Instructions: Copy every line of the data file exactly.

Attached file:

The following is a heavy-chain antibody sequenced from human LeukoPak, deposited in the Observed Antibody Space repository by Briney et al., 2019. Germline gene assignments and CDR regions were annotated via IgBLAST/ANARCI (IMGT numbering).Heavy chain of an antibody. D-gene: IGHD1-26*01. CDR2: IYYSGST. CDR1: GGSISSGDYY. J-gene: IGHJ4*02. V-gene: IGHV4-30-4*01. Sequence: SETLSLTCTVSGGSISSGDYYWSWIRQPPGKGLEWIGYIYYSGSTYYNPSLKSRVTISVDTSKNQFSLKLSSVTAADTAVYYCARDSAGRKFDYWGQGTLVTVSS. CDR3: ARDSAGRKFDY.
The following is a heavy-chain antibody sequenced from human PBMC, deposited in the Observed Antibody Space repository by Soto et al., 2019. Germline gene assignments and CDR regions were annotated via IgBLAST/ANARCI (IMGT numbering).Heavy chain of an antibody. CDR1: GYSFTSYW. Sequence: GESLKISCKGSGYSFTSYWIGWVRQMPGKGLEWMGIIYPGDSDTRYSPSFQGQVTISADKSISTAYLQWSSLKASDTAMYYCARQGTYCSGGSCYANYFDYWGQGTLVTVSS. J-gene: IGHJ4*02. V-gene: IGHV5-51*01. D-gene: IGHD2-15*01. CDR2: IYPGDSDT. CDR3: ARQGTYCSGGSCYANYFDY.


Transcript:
The following is a heavy-chain antibody sequenced from human LeukoPak, deposited in the Observed Antibody Space repository by Briney et al., 2019. Germline gene assignments and CDR regions were annotated via IgBLAST/ANARCI (IMGT numbering).Heavy chain of an antibody. D-gene: IGHD1-26*01. CDR2: IYYSGST. CDR1: GGSISSGDYY. J-gene: IGHJ4*02. V-gene: IGHV4-30-4*01. Sequence: SETLSLTCTVSGGSISSGDYYWSWIRQPPGKGLEWIGYIYYSGSTYYNPSLKSRVTISVDTSKNQFSLKLSSVTAADTAVYYCARDSAGRKFDYWGQGTLVTVSS. CDR3: ARDSAGRKFDY.
The following is a heavy-chain antibody sequenced from human PBMC, deposited in the Observed Antibody Space repository by Soto et al., 2019. Germline gene assignments and CDR regions were annotated via IgBLAST/ANARCI (IMGT numbering).Heavy chain of an antibody. CDR1: GYSFTSYW. Sequence: GESLKISCKGSGYSFTSYWIGWVRQMPGKGLEWMGIIYPGDSDTRYSPSFQGQVTISADKSISTAYLQWSSLKASDTAMYYCARQGTYCSGGSCYANYFDYWGQGTLVTVSS. J-gene: IGHJ4*02. V-gene: IGHV5-51*01. D-gene: IGHD2-15*01. CDR2: IYPGDSDT. CDR3: ARQGTYCSGGSCYANYFDY.